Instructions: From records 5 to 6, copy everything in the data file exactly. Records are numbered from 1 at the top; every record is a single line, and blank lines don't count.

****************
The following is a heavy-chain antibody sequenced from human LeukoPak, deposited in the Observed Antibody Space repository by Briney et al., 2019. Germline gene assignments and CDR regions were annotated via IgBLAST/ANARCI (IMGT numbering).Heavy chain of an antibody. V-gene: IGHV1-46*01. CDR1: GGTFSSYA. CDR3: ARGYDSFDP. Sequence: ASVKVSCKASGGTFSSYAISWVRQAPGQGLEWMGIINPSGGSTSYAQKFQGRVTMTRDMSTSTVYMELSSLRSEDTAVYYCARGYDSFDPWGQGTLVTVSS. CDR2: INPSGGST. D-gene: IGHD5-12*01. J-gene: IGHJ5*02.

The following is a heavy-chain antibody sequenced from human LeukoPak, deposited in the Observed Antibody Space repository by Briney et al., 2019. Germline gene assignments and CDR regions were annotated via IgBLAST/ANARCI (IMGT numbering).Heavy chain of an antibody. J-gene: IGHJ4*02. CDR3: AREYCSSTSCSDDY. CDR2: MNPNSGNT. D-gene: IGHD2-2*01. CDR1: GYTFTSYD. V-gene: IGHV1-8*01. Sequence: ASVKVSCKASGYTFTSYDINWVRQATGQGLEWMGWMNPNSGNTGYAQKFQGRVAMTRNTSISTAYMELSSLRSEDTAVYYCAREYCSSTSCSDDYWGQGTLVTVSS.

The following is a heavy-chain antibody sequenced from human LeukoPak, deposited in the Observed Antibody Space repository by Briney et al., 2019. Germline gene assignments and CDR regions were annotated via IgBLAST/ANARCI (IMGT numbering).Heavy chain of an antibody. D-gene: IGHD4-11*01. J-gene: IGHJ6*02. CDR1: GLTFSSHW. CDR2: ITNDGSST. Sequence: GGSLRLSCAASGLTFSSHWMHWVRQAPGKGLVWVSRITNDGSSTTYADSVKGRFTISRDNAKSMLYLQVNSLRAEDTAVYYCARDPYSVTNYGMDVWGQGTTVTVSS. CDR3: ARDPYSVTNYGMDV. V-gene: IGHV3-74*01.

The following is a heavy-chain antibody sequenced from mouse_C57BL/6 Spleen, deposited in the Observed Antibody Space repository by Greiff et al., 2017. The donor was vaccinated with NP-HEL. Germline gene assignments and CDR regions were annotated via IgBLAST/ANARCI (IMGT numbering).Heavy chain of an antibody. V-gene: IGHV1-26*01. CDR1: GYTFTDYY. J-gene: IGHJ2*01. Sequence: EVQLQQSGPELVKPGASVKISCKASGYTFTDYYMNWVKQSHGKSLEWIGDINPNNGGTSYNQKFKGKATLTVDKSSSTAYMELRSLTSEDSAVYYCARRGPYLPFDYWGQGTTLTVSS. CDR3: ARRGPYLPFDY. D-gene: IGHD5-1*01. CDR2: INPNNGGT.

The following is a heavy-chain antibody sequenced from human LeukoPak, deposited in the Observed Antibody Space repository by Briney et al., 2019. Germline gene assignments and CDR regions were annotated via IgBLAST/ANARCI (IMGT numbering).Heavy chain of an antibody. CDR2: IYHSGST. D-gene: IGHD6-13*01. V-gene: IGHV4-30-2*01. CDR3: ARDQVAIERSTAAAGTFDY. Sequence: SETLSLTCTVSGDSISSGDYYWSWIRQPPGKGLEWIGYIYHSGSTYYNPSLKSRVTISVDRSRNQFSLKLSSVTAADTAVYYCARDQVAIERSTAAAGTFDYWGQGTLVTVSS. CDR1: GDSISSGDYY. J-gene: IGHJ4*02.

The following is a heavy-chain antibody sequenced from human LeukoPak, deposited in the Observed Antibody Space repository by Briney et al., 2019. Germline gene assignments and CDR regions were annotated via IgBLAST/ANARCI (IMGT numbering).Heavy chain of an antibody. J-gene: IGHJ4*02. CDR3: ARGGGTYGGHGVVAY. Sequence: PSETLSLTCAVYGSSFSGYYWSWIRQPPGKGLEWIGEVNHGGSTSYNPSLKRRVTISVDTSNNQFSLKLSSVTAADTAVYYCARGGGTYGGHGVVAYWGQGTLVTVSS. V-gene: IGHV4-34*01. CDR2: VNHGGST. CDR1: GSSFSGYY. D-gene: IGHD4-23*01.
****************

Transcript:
The following is a heavy-chain antibody sequenced from human LeukoPak, deposited in the Observed Antibody Space repository by Briney et al., 2019. Germline gene assignments and CDR regions were annotated via IgBLAST/ANARCI (IMGT numbering).Heavy chain of an antibody. CDR2: IYHSGST. D-gene: IGHD6-13*01. V-gene: IGHV4-30-2*01. CDR3: ARDQVAIERSTAAAGTFDY. Sequence: SETLSLTCTVSGDSISSGDYYWSWIRQPPGKGLEWIGYIYHSGSTYYNPSLKSRVTISVDRSRNQFSLKLSSVTAADTAVYYCARDQVAIERSTAAAGTFDYWGQGTLVTVSS. CDR1: GDSISSGDYY. J-gene: IGHJ4*02.

The following is a heavy-chain antibody sequenced from human LeukoPak, deposited in the Observed Antibody Space repository by Briney et al., 2019. Germline gene assignments and CDR regions were annotated via IgBLAST/ANARCI (IMGT numbering).Heavy chain of an antibody. J-gene: IGHJ4*02. CDR3: ARGGGTYGGHGVVAY. Sequence: PSETLSLTCAVYGSSFSGYYWSWIRQPPGKGLEWIGEVNHGGSTSYNPSLKRRVTISVDTSNNQFSLKLSSVTAADTAVYYCARGGGTYGGHGVVAYWGQGTLVTVSS. V-gene: IGHV4-34*01. CDR2: VNHGGST. CDR1: GSSFSGYY. D-gene: IGHD4-23*01.